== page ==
• HSV: 14-28 days after birth. Usually obtained upon exiting the vagina through delivery. Can be associated with meningitis and disseminated HSV. Physical exam will show dendritic lesions on fluorescein staining.
  • Workup: Full septic workup including CSF studies, Urinalysis/urine cultures, blood cultures, and viral cultures of the eye, mouth, nasopharynx, rectum, and from any vesicles on the skin
  • Treatment: Acyclovir 20 mg/kg IV every 8 hours for 21 days + topical 1% trifluridine or1% iododeoxyuridine, or 0.15% ganciclovir [10]

 

Subconjunctival hemorrhage

  • History – red patch of bleeding in scleral distribution [1] Usually a traumatic event or one that leads to increased IOP (e.g. sneezing). If young or nursing home pt, consider abuse. If on anticoagulation, consider checking coag levels [11].
  • Physical exam – slit lamp to rule out involvement of other parts of the eye. Usually limbus sparing (as opposed to iritis). If suspect abuse, perform fundoscopic exam to evaluate for retinal hemorrhages
  • Treatment – will self-resolve in 2-3 weeks

 

Globe rupture

A globe rupture is a full thickness tear of the eye and can be blunt or penetrating. If blunt, locations of globe rupture tend to occur where the eye is weakest at the limbus and at the posterior portion of the globe where the rectus muscles attach [1]. High speed projectiles can penetrate the eye and the cornea can seal off, making injury nearly undetectable on visual inspection. As soon as globe rupture is suspected obtain a visual acuity, stop the physical exam at that point, and consult ophthalmology immediately.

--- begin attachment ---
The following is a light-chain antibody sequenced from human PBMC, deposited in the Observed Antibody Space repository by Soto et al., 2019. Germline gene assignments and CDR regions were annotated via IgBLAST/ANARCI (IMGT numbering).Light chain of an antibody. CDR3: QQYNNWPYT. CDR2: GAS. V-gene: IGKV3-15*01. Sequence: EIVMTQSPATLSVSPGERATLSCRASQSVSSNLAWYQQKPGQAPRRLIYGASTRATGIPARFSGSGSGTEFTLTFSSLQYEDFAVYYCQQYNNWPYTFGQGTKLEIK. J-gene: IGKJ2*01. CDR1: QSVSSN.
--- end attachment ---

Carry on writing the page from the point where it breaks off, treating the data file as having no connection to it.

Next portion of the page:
• History: Vision loss? High velocity projectile?
  • Physical Exam: Obvious causes will show internal prolapse of iris or vitreous. Seidel’s sign on fluorescein staining is pathognomonic for rupture. Other findings that point to rupture include [12]:
    • Extensive subconjunctival hemorrhage/chemosis
    • Teardrop pupil (pupil will point toward rupture)
    • Shallow or deep anterior chamber compared to contralateral eye
    • >>*Pearl* Anterior chamber will be shallow in anterior rupture due to loss of anterior internal contents and deep in posterior rupture due to contents of interior eye being pulled away from cornea.
  • Workup: CT non contrast with 1-2 mm slices only for detecting penetrating foreign body or if concern for non-obvious posterior ocular rupture.
  • >*Pearl* CT scan for diagnosis of open globe has very poor sensitivity (51%-77%), but excellent specificity (>97%) [13].
  • Management:
    • Eye shield that only touches bony orbit (Fox shield)
    • Elevate HOB
  • Treatment:
    • Prophylactic antiemetics to prevent increased IOP
    • Prophylactic antibiotics to prevent endophthalmitis: Vancomycin loading dose 25mg/kg (Max dose 2g) IV orLinezolid 600mg IV + Ceftazidime 50mg/kg (max dose 2g) IV